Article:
Ms. Alexander is a Law Enforcement Liaison (LEL) with the Texas Municipal Police Association. Prior to joining the LEL team, she taught Advanced Child Abuse Investigation and Sexual Assault Family Violence Investigation courses to law enforcement officers across Texas. Ms. Alexander is a Master Peace Officer, currently commissioned with the Oak Ridge North (TX) Police Department. In addition to 17 years of law enforcement experience, she has a bachelor’s degree in Criminal Justice from Sam Houston State University, a master’s degree in Psychology from Our Lady of the Lake University and she is currently pursuing her PhD in Psychology at Grand Canyon University.
Sheriff Ed Gonzalez
Sheriff Ed Gonzalez, a lifelong Houstonian, was elected on November 8, 2016 as the Sheriff of Harris County. On January 1, 2017, Gonzalez became the 30th Sheriff of Harris County, Texas – leading the largest Sheriff’s Office in the state, and third largest in the nation. Sheriff Gonzalez began his law enforcement career as a civilian employee in the Houston Police Department, where he later became a police officer and rose to the rank of Sergeant. He served on the elite hostage negotiation team and was assigned to the Homicide Division as an investigator, retiring after 18 years. In 2009, he served three terms on the Houston City Council representing District H. He was elected by his peers in 2010 to serve as Vice Mayor Pro-Temp and was appointed Mayor Pro-Temp in 2012 by then-Mayor Annise Parker.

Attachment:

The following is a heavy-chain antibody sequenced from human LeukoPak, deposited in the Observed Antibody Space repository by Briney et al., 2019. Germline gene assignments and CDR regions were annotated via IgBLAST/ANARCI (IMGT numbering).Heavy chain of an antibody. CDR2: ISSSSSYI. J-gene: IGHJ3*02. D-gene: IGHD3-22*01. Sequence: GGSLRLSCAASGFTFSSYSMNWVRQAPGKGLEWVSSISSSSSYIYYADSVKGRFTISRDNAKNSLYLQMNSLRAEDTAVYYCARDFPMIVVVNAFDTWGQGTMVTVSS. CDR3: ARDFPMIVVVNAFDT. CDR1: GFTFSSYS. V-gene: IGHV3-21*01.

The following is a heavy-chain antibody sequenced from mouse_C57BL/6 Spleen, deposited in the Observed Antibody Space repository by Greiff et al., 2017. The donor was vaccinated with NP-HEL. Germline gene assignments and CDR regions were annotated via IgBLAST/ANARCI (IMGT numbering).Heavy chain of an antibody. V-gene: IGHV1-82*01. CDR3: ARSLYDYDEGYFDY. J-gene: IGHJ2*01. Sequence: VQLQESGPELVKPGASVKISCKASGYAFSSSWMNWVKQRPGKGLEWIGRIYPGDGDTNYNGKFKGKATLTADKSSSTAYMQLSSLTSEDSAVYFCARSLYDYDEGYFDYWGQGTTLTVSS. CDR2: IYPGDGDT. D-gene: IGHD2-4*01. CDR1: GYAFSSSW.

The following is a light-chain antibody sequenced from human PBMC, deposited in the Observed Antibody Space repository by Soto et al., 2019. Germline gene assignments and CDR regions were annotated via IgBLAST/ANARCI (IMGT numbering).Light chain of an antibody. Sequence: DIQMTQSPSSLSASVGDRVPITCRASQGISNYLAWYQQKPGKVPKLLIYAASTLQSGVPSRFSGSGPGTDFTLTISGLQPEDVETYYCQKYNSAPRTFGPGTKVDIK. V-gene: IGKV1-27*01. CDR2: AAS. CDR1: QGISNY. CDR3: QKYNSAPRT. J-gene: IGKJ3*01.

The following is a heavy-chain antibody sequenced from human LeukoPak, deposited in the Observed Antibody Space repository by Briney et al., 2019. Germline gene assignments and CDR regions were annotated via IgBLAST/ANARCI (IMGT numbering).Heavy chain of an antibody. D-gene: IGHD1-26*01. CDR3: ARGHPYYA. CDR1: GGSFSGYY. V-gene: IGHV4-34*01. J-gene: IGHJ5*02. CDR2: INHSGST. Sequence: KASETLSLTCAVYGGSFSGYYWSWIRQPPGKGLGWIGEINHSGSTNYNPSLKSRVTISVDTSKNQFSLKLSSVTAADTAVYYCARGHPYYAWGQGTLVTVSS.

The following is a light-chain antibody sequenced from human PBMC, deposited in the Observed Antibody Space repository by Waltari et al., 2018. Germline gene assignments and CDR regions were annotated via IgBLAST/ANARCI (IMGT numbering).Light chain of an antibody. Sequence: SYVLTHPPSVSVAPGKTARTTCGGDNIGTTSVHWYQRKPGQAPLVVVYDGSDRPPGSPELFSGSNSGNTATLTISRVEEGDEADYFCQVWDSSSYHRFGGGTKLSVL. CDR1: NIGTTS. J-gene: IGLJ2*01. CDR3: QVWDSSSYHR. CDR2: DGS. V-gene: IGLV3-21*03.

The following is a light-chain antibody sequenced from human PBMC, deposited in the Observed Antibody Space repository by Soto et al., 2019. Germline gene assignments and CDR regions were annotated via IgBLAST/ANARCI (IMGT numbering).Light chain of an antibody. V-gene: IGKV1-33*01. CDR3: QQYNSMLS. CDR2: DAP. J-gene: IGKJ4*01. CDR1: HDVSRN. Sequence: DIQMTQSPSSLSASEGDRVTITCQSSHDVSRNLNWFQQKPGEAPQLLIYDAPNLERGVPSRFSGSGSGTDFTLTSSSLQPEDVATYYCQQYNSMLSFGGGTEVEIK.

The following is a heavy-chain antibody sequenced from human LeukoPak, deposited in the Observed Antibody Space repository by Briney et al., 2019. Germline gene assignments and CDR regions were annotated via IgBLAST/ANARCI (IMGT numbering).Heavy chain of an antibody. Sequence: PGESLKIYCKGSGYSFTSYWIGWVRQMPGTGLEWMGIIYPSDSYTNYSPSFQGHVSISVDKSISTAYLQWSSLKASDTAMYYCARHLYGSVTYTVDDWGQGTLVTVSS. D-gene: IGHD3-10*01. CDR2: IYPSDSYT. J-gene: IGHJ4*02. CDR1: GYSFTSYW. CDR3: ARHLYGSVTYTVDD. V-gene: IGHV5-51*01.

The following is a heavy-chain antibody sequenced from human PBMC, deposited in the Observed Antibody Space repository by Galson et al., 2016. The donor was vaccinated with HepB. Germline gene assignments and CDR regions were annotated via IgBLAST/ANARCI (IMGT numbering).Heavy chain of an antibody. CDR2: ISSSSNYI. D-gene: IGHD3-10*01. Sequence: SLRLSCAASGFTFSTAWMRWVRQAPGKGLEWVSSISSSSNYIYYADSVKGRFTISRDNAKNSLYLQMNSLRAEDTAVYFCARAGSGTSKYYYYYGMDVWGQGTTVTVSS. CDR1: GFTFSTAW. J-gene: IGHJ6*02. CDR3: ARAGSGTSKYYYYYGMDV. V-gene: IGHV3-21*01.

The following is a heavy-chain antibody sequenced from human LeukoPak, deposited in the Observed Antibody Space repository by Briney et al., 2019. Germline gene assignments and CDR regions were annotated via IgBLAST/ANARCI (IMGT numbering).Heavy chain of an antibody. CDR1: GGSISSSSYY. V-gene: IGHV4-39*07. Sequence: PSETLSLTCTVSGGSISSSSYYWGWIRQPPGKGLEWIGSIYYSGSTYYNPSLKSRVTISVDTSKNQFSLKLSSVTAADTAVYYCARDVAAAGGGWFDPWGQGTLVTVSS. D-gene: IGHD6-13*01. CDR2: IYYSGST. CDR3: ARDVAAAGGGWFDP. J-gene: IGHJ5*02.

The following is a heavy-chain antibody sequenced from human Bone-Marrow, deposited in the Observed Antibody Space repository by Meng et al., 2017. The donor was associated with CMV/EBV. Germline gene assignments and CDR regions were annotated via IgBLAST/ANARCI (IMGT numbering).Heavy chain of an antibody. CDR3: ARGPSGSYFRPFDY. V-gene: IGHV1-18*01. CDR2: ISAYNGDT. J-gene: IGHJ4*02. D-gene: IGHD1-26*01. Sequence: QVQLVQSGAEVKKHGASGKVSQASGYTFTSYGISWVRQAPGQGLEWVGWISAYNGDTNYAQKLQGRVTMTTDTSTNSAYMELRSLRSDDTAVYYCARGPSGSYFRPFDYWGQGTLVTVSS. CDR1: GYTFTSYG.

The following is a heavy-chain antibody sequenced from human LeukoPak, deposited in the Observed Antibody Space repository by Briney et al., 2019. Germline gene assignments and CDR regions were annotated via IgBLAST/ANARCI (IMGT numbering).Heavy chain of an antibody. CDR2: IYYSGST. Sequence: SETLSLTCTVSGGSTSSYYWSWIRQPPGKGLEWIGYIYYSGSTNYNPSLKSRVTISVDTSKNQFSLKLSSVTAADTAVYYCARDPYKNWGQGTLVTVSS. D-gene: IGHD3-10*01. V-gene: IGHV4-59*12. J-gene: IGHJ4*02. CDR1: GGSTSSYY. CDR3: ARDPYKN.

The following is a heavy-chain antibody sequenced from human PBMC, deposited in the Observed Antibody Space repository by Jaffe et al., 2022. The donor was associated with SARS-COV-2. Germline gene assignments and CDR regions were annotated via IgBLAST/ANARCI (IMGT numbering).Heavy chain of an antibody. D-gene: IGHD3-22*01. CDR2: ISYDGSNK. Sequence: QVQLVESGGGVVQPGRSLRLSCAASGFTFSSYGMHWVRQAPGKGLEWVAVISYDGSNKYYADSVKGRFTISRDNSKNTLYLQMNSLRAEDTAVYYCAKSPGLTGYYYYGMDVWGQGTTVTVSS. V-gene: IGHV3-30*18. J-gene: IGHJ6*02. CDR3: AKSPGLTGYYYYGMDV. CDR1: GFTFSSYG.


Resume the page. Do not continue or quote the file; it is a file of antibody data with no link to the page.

Since taking office in 2017, Sheriff Gonzalez has been a leading voice in the effort to improve their criminal justice system and enhance public safety through research-based policy making. Gonzalez created the Office of Mental Health Policy and Jail Diversion Projects which has allowed the Sheriff’s Office to significantly increase mental health/de-escalation training and launched other innovative initiatives aimed at reducing recidivism. In 2017, Sheriff Gonzalez oversaw the office’s response to Hurricane Harvey, the most destructive natural disaster in American history. Sheriff Gonzalez worked shoulder-to-shoulder with front-line deputies to rescue thousands of residents from flood waters. In 2018, Sheriff Gonzalez’s administration implemented the office’s first body-worn camera policy, distributing the devices to front-line deputies to build public trust through transparency. He continues to support thoughtful bail policies that weigh each defendant’s risk of committing future violent acts against protecting the ability of non-violent defendants to contribute to their families and the community. Sheriff Gonzalez believes that taxpayers are best served when jail cells are occupied by those who pose a genuine threat to the public safety, not low-level, non-violent defendants who simply cannot afford a few hundred dollars for bail.